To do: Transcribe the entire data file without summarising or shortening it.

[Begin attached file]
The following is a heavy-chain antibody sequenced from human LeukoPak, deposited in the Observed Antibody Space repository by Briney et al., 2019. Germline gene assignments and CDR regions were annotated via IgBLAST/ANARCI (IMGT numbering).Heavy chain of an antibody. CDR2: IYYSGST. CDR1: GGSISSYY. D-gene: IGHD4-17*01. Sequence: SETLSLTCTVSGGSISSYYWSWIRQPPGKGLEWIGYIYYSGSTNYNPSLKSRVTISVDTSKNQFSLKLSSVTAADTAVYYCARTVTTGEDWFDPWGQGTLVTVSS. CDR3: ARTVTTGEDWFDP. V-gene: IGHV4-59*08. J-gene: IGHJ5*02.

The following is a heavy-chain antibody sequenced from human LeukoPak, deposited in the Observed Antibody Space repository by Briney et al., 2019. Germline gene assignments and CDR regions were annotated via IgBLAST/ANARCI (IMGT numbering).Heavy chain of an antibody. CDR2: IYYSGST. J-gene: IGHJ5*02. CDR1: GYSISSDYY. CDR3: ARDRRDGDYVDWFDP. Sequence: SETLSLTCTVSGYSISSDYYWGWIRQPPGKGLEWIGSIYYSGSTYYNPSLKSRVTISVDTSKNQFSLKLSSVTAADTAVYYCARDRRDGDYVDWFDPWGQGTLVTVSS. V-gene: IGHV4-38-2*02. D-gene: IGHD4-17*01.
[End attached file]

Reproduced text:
The following is a heavy-chain antibody sequenced from human LeukoPak, deposited in the Observed Antibody Space repository by Briney et al., 2019. Germline gene assignments and CDR regions were annotated via IgBLAST/ANARCI (IMGT numbering).Heavy chain of an antibody. CDR2: IYYSGST. CDR1: GGSISSYY. D-gene: IGHD4-17*01. Sequence: SETLSLTCTVSGGSISSYYWSWIRQPPGKGLEWIGYIYYSGSTNYNPSLKSRVTISVDTSKNQFSLKLSSVTAADTAVYYCARTVTTGEDWFDPWGQGTLVTVSS. CDR3: ARTVTTGEDWFDP. V-gene: IGHV4-59*08. J-gene: IGHJ5*02.

The following is a heavy-chain antibody sequenced from human LeukoPak, deposited in the Observed Antibody Space repository by Briney et al., 2019. Germline gene assignments and CDR regions were annotated via IgBLAST/ANARCI (IMGT numbering).Heavy chain of an antibody. CDR2: IYYSGST. J-gene: IGHJ5*02. CDR1: GYSISSDYY. CDR3: ARDRRDGDYVDWFDP. Sequence: SETLSLTCTVSGYSISSDYYWGWIRQPPGKGLEWIGSIYYSGSTYYNPSLKSRVTISVDTSKNQFSLKLSSVTAADTAVYYCARDRRDGDYVDWFDPWGQGTLVTVSS. V-gene: IGHV4-38-2*02. D-gene: IGHD4-17*01.